Firefighter wellbeing lacking in report: UFU

A UNITED Firefighters Union official has labelled discussions concerning firefighters in the Hazelwood Mine Fire Inquiry Report as minimal.

With a 20-year health study to be carried out with Latrobe Valley residents, Mick Tisbury, a firefighter who fought the February blaze, believes firefighters have been ignored and should be included in the study.

“There’s no mention at all about the firefighters who were exposed to higher levels of carbon monoxide and products of combustion,” Mr Tisbury said.

“We’ve been exposed to benzene, (poly aromatic hydrocarbon) and ozone which are all carcinogens.”

In total, 14 fire service firefighters and 12 GDF Suez staff presented to hospital due to exposure to carbon monoxide, however none required admission.

Recommendations included an increased number of firefighters and training in the development of protocol surrounding carbon monoxide exposure.

Mr Tisbury said while both recommendations were valid, he doubted the State Government would implement them.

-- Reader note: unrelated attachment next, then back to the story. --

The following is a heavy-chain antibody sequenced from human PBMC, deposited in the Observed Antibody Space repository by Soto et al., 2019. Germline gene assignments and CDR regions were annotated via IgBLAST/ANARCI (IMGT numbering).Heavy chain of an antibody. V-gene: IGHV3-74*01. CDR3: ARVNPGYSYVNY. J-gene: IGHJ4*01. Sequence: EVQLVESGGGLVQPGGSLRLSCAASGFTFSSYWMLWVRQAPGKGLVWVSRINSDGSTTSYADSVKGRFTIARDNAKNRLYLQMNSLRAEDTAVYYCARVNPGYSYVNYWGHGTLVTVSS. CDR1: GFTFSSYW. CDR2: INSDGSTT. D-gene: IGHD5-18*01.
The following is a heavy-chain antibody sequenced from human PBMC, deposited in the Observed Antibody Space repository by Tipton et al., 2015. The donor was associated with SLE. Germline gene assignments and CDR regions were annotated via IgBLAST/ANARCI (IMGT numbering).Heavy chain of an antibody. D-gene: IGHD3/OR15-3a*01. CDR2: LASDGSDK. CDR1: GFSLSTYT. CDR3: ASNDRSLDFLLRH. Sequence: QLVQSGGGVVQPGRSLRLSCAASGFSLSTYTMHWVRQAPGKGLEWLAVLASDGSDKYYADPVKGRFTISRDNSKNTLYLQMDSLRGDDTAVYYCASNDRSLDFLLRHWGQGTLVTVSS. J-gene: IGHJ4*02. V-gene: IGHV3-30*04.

“We’ve been vindicated, that’s another Inquiry, another report to sit next to the Black Saturday report; every big fire there seems to be another Inquiry and a list of recommendations that never get implemented,” Mr Tisbury said.

He said it was likely the ” minimal” information in the report was due to another firefighter health report currently being conducted by WorkCover.

“A lot of the health and safety issues weren’t addressed in this report because it was outside of their jurisdiction and it’s covered by WorkCover,” Mr Tisbury said.

The report also discussed the Country Fire Authority’s failure to sign off on a Draft Carbon Monoxide Regional Operating Procedure developed following a mine fire in 2006.

During the Hazelwood mine fire inquiry public hearings, Chief Fire Commissioner Craig Lapsley conceded with counsel the report should have been signed off, but was still used as a guide during the fire.

Although the carbon monoxide exposure standard for firefighters was higher than that recommended by the World Health Organisation, the board found it was reasonable given the mine was a workplace and fire services and mine employees were not exposed for more than eight hours at a time.

Tighter rules on full health disclosure for firefighters with respiratory or cardiac conditions or those who are pregnant were also recommended.